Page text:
Apple TV+’s most uplifting show appears to say, ‘So Long, Farewell’
This post contains spoilers from Wednesday’s season 3 finale of Ted Lasso.
After three uplifting seasons, Ted Lasso still hasn’t officially answered the question of whether its third season would be its last — but Wednesday’s finale sure felt like a conclusion.
Following the show’s penultimate episode, which saw Ted’s mother (Becky Ann Baker) surprise Ted (Jason Sudeikis) in London, the show’s 75-minute finale opens with Rebecca Welton (Hannah Waddingham) in her bathrobe, sipping coffee and watching TV sports commentators discussing recent news reports claiming that Rupert Mannion (Anthony Head) had an “inappropriate relationship” with a former assistant.
Ted strolls into the kitchen, followed by Coach Beard (Brendan Hunt), and Beard’s girlfriend Jane Payne (Phoebe Walsh). He explains that a gas leak in the neighborhood forced them to crash at Rebecca’s. Beard says this is the first and last time they may all be sleeping over like this, referring to Ted’s upcoming trip to the U.S. to see his son Henry (Gus Turner). For Ted, it appears to be a one-way trip.
“The boss doesn’t want to talk about it, yet,” teases Beard.
“It’s not that I refuse to talk about you going home, Ted,” Rebecca says. “It’s that I refuse to accept that you’re not coming back.”
Rebecca’s housekeeper walks in on the foursome in various levels of undress, her eyes widen, and she zips off to clean the bedrooms instead. Beard and Jane rush off after the housekeeper. “Those ropes are not garbage,” Beard pleads.
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Cut to AFC Richmond’s locker room, where the team is holding a faux trial presided over by Isaac McAdoo (Kola Bokinni) and Sam Obisanya (Toheeb Jimoh) who dole out fines to teammates like Dani Rojas (Cristo Fernández) for not texting “Happy Birthday” to a teammate and Jamie Tartt (Phil Dunster) for falling asleep during one of the team’s meditation sessions. (The fines will go towards funding Richmond’s end-of-season party that Sunday at Sam’s restaurant.)
Roy Kent (Brett Goldstein), meanwhile, surprises Keeley Jones (Juno Temple) in the parking lot. “What are you thinking about?” Keeley asks.
“Stuff…” Roy replies with a glint in his eye. (He’s clearly thinking about trying to get back with Keeley.)
In the coach’s office, Trent Crimm (James Lance) hands Ted and Beard mostly-finished manuscripts of his book about his time embedded in the team.
“Derivative!” Beard jokes, crossing out a line in his copy. “Overly prosaic.”
In Rebecca’s office, Keeley says the press is asking Rebecca whether she has any comment about Rupert’s divorce. She also asks Rebecca on a personal level whether she has any thoughts on this latest development.
“No comment,” Rebecca replies. “I’m sorry, but I just genuinely don’t care anymore.”
Leslie Higgins (Jeremy Swift) offers Rebecca a folder with suggestions for Ted’s replacement as Richmond’s coach. She quickly changes the subject and asks how much she would get if she sold the team.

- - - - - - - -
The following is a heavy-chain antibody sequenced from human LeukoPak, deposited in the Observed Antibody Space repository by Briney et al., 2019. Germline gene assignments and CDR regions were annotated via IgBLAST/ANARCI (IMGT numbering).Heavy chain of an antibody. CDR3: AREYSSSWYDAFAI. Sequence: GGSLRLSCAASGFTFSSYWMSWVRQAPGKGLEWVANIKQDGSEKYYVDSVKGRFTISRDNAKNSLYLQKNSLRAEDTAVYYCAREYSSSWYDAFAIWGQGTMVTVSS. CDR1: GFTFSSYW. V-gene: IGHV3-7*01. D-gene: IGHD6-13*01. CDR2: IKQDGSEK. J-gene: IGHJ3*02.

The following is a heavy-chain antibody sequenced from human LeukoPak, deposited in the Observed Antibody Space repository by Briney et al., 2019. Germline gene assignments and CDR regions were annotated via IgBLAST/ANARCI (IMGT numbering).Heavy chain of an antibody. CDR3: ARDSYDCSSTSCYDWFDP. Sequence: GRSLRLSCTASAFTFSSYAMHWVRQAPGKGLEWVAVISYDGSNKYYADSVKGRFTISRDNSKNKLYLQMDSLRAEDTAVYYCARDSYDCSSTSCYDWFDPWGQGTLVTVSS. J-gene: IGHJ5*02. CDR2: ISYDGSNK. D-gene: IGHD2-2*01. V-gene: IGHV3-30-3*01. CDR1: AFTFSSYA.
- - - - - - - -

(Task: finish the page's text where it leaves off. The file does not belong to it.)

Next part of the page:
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“I only got into this to ruin Rupert’s life,” she says. “He seems to be doing a pretty good job of that himself.”
“Off the top of my head, I’d say $2 billion,” Leslie adds, causing Rebecca to spit out her tea.
Out on the field, Ted is holding the team’s last practice as their coach. The team unexpectedly starts breaking out into their own version of “So Long, Farewell” from The Sound of Music. Adorable? Absolutely.
“Thank you, fellas,” Ted says. “That was perfect.”
Strolling through the coach’s office later, Keeley gives Ted and Beard two neon pink gift bags, then reminds the team they have a press session the next day. Jamie catches up to Keeley to tell her about a Nike commercial he’s been approached about. Roy asks Jamie to grab a beer later.
During drinks at the local pub, Rebecca and her mother Deborah (Harriet Walter) discuss Ted’s departure. “Mother, you know Ted isn’t dying,” Rebecca reminds her mother. “He’s just moving back to America.”
She also reveals that she’s been thinking about selling Richmond, an idea her mother encourages so her daughter “explore the world” and “explore” herself.
When Rebecca asks for the bill, the pub’s owner Mae (Annette Badland) tells her that several hardcore Richmond fans have already taken care of it. The trio of fans walk over and thank Rebecca for the way she’s run the team.
Meanwhile, Trent strolls impatiently into Ted’s office, asking him if he has thoughts about the book so far. “I just want you to like it,” Trent admits, before leaving. The book, as it’s revealed through a close-up shot, is entitled The Lasso Way.
At the bar that evening, Roy and Jamie share beers. Roy tells Jamie he knows that Jamie has some residual feelings for Keeley and also admits he’s started talking to Keeley again. “I wanted you to know so you don’t get hurt,” Roy says. “I think it’s best if you just step aside.”
“No,” Jamie responds.
Jamie says he knows in his heart that he and Keeley are meant to be together. To that end, Jamie admits Keeley’s nude video, which leaked earlier in season 3, was made for him. Roy gives Jamie his trademark glare.
High up in the cheap seats of Nelson Road, Richmond’s stadium, Rebecca tells Ted she’s decided to sell the team. But she offers up another option: what if they both stay put?
“I respect that you need to go home to your son, Ted, but I just want you to consider the possibility that this is your home,” she says, adding that Henry could go to school in London and Michelle Lasso (Andrea Anders) could get a job there, as well.
Rebecca tearfully pleads for Ted to stay, but Ted already knows his answer. His mind is set.
At Keeley’s home, the doorbell rings, revealing Roy and Jamie, who “got in a fistfight” about who gets to be with her. She ultimately shuts them both out of her house.
Ted, meanwhile, is leaving Richmond’s locker room when he finds Nathan Shelley (Nick Mohammed) sitting in the dark, staring at the empty space above the door to the coach’s office where the “Believe” sign once hung. Nathan embraces Ted, bursts into tears, and apologizes.
“You know what’s funny? You ripped it up once,” Ted says, adding he ripped up the sign twice. “So you’re in the clear.”